Every Friday night we smooth our way into the weekend with music, the universal language. These selections demonstrate that despite what is being passed off as art today, there is plenty of really good music available. Come along and enjoy.
During the late 1800s in the United States, the average American worked 12-hour days and seven-day weeks in order to make a living. Children as young as 5 or 6 were put to work in mills, factories and mine, and earned but a fraction of adult wages who had similar jobs.
Labor Day became a federal holiday in 1894, a yearly celebration of workers and their accomplishments.
Working-related music this week. Let’s get started.
This arrangement has that “Broadway” feel to it.
Ah, the Fischer family in Disney World’s Magic Kingdom.
Grumpy stole our camera and began snapping multiple random photos. After much laughter a cast member recovered and returned our camera.
The Beatles made their first of five movies in 1964. Drummer Ringo Starr came up with the title. He explained in an interview that same year with DJ Dave Hull.
“We went to do a job, and we’d worked all day and we happened to work all night. I came up still thinking it was day I suppose, and I said, ‘It’s been a hard day…’ and I looked around and saw it was dark so I said, ‘Night!’ So we came to ‘A Hard Day’s Night.'”
Walter Shenson, the film’s producer, told PBS that he said to John Lennon, “You need to write a song that will incorporate the movie’s title.” Shenson thought Lennon would take days or even weeks to compose the song. Lennon came back the very next day.
From the movie soundtrack album, arranged by Beatle producer George Martin…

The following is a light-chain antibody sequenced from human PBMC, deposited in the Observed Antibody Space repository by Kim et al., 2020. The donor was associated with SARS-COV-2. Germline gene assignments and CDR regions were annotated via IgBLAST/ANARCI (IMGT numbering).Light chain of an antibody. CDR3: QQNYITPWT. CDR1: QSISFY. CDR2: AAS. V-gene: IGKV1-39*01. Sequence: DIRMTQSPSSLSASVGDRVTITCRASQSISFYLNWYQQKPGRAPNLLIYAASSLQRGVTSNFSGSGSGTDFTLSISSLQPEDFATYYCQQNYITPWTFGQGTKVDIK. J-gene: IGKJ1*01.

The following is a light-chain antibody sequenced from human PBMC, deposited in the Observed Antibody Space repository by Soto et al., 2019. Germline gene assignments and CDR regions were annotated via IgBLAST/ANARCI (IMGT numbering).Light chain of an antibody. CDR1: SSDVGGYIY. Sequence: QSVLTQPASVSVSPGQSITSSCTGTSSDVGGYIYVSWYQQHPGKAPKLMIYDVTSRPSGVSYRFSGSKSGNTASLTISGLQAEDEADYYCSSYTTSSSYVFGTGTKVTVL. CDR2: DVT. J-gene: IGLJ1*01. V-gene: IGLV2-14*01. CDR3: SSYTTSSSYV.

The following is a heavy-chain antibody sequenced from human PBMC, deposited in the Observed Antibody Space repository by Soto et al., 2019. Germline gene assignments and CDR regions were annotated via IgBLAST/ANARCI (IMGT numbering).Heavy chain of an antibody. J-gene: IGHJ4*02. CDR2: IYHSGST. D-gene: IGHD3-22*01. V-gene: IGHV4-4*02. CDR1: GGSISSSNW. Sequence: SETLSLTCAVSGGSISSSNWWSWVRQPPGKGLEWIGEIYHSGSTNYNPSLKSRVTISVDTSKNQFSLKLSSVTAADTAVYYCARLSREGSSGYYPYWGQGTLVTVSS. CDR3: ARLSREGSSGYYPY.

BTW, if you’re doing the math, that was 55 years ago.
The original title for the film before Ringo spoke was “Beatlemania.”
Of our next performer Frank Sinatra said he possessed “the classiest singing and silkiest chops in the singing game.”
Early in his career Lou Rawls was touring with the legendary Sam Cooke when a traffic accident nearly killed him. Seriously injured, Rawls was declared dead en route to the hospital and spent five days in a coma. He recovered, but it took almost a year.
The disco era gave Rawls his signature song, “You’ll Never Find Another Love Like Mine.” During that same time frame he had a hit about a guy calling home to say he was on his way after a tough day.
Diagnosed with lung cancer in 2005 Rawls refused to give up. In an interview with The Arizona Republic Rawls said, “Don’t count me out, brother. There’s been many people diagnosed with this kind of thing and they’re still jumping and pumping.”
Rawls died the next year. He was 72.
Time for some country. Here’s an interesting word twist from two of country’s best that does, indeed, fit this week’s theme. Country, yes, (Kenny Chesney and George Strait) but with a steel drum-island beat.
Have a great three-day weekend.
Do you listen to music at work? Have you ever heard of the “Mozart Effect”?
The study found that listening to Mozart for even a brief period each day can boost “abstract reasoning ability.” Researchers divided 36 Cal-Irvine students into three groups. Group one listened to a Mozart selection, while group two listened to a relaxation tape, and group three sat through 10 minutes of silence. After the listening activity, all 36 students were issued the same test, in which the Mozart group averaged an eight-to-nine point increase in their IQs compared to the remaining groups.
The Royal Philharmonic Orchestra from 2008 is about to jack up your intelligence.